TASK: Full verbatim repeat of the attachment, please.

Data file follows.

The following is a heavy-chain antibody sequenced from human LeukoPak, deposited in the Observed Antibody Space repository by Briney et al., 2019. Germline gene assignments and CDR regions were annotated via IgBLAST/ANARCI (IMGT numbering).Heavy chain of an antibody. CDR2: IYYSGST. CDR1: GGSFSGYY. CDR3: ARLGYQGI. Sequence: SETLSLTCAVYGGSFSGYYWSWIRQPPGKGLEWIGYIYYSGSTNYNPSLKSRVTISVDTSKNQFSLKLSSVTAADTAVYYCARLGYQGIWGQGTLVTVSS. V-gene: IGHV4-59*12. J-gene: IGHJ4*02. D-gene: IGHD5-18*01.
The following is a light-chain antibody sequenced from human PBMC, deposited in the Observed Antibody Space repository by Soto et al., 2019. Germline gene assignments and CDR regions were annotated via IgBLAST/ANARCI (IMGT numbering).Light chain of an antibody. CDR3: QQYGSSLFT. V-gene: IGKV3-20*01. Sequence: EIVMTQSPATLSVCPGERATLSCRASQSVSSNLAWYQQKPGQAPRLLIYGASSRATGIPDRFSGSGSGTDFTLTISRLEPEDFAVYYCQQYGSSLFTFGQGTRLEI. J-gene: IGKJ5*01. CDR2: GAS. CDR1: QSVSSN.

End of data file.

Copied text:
The following is a heavy-chain antibody sequenced from human LeukoPak, deposited in the Observed Antibody Space repository by Briney et al., 2019. Germline gene assignments and CDR regions were annotated via IgBLAST/ANARCI (IMGT numbering).Heavy chain of an antibody. CDR2: IYYSGST. CDR1: GGSFSGYY. CDR3: ARLGYQGI. Sequence: SETLSLTCAVYGGSFSGYYWSWIRQPPGKGLEWIGYIYYSGSTNYNPSLKSRVTISVDTSKNQFSLKLSSVTAADTAVYYCARLGYQGIWGQGTLVTVSS. V-gene: IGHV4-59*12. J-gene: IGHJ4*02. D-gene: IGHD5-18*01.
The following is a light-chain antibody sequenced from human PBMC, deposited in the Observed Antibody Space repository by Soto et al., 2019. Germline gene assignments and CDR regions were annotated via IgBLAST/ANARCI (IMGT numbering).Light chain of an antibody. CDR3: QQYGSSLFT. V-gene: IGKV3-20*01. Sequence: EIVMTQSPATLSVCPGERATLSCRASQSVSSNLAWYQQKPGQAPRLLIYGASSRATGIPDRFSGSGSGTDFTLTISRLEPEDFAVYYCQQYGSSLFTFGQGTRLEI. J-gene: IGKJ5*01. CDR2: GAS. CDR1: QSVSSN.